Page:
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I believe Rutgers and Millersville offers forecasting classes. Partial derivations was mixed into the beginning of Thermodynamics.

When I was at Millersville there wasn't a forecasting class (don't see one listed in the couse list). I don't forecast for a living now, but I was involved with the campus weather service for 8 semesters. It involved map discussions and short and medium range forecasting for 3 shifts each day.

we also gained a little forecasting experience through our meso class

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Yeah there were the forecasting contests, but there was never no class that taught pure weather forecasting. Synoptics came close and gave you the basics of what you need to forecast without the models.

Forecasting is more of an art than a science anyway...and folks will have their own subjective way of perceiving data. Much of forecasting is learned through experience. I think the university programs realize this and that's why they concentrate on the science end of meteorology.

This. Synoptic was the closest to a forecasting class.

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I recently graduated from Florida State and we had all the normal reqs: Chemistry, Physics 1 and 2 as well as Atmo. Physics, Dynamics, Synoptic as well as a statistics/programming class combined. Calc 1 thru 3 were required, as was Diffy Q, I took partial differential equations because I was thinking of majoring in math, but that class kicked my butt (got a B but it was hard earned and with a lot of help). They also had a weather casting class that I took (which is how I got to be where I am now). Current WX Discussion was essentially our forecasting class because we had to give a 45 minute discussion 3 times in a semester just about the current weather and why we are forecasting the way we are. It helped the TA we had was incredibly knowledgable and I was able to learn a lot. I find it hard to believe you can get by in a Meteorology major without Calc 3 (how are you going to know how to do Q-Vectors? haha!) Overall, the major was difficult, but rewarding.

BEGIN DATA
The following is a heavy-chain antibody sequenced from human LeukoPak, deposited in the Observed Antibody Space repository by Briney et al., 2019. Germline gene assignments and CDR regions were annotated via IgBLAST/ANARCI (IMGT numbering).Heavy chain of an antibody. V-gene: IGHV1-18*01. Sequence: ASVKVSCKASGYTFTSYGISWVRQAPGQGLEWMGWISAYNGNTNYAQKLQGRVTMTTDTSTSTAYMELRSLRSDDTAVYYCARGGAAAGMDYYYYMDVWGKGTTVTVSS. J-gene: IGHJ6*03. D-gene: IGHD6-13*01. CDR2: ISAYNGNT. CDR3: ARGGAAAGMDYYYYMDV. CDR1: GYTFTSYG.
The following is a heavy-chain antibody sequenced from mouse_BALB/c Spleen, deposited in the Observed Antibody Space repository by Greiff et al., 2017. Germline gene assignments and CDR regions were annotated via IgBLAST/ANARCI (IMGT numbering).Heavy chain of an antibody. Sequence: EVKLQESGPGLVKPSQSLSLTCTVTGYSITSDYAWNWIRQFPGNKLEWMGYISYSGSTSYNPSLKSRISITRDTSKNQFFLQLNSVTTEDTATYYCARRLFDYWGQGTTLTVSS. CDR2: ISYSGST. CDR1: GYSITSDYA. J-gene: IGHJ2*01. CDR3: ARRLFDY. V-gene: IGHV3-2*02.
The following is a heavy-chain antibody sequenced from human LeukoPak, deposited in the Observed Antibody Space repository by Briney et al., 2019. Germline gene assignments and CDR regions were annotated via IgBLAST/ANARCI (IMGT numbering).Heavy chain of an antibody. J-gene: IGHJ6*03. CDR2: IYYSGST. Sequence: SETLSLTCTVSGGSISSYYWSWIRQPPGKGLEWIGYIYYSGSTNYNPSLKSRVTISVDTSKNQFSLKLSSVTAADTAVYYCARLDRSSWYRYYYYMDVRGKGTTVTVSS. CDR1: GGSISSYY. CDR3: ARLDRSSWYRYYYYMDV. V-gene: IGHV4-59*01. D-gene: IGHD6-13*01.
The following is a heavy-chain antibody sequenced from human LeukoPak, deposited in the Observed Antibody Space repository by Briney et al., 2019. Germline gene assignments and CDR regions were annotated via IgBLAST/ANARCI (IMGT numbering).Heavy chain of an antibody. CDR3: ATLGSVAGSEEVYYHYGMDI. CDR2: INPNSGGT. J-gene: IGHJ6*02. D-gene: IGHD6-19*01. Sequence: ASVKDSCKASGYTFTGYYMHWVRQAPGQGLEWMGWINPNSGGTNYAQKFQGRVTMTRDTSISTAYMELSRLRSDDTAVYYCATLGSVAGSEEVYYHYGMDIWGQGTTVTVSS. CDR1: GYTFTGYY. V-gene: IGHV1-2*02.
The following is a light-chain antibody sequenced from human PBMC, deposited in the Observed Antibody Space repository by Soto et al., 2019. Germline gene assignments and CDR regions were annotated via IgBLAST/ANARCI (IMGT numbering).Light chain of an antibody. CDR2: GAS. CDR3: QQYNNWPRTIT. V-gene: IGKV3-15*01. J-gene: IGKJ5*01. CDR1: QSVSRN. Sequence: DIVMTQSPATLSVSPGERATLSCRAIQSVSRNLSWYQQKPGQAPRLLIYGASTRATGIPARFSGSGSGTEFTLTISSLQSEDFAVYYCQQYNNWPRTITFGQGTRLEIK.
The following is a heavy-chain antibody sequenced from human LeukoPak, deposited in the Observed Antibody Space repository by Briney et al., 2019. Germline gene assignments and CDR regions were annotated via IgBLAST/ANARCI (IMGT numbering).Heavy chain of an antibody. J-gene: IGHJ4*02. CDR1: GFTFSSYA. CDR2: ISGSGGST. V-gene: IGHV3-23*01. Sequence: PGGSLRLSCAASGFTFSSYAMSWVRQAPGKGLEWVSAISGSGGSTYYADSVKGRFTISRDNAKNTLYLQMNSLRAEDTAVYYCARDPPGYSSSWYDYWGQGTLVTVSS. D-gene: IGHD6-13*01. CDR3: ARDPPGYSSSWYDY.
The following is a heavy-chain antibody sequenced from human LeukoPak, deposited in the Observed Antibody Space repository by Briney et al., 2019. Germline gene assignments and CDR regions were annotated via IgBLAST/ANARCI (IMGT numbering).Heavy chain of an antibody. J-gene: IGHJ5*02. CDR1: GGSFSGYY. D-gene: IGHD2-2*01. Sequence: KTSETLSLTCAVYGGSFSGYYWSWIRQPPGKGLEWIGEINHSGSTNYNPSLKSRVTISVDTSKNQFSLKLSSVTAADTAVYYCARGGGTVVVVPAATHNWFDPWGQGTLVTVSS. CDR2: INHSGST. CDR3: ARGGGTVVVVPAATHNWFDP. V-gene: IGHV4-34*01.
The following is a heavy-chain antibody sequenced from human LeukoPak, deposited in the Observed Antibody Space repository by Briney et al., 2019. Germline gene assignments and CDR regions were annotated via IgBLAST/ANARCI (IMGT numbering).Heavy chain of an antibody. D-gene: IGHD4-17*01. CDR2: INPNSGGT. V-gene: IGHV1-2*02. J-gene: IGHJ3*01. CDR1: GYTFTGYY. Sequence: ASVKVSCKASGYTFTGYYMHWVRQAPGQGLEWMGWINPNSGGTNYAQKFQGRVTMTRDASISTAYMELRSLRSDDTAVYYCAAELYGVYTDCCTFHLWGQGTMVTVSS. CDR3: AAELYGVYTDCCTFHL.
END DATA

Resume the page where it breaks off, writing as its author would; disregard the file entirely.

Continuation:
Also, meteorology HAS to be your life.... If you want to work in a meteorology field you have to LOVE it... not like it, but LOVE it! I get ragged on by my girlfriend that I check the weather out more than her (which is true if there is some severe wx or wintry wx events in the SE), but she understands. You have to stay on top of it all, including the latest research because this field is still 'relatively' new compared to the other major sciences. Also, the weather changes from day to day and model run to model run, and if you miss a few you can never make a really know where the models have trended (unless of course you want to look at the hundreds of posts about it on here ;) ) But if you love it and this is what you want to do, then find internships, get to know people, talk with professors (because they know a TON of people usually), and just never give up. I was lucky and found a broadcasting job in 6 months, but stick with it and you won't regret it!

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So you learned the calc while learning thermo?

Yep-the first few weeks were learning some Calc and Skew-Ts. We had a great professor. :thumbsup:

Dr Croft has really advanced the broadcast leg of that program.

When I was at Millersville there wasn't a forecasting class (don't see one listed in the couse list). I don't forecast for a living now, but I was involved with the campus weather service for 8 semesters. It involved map discussions and short and medium range forecasting for 3 shifts each day.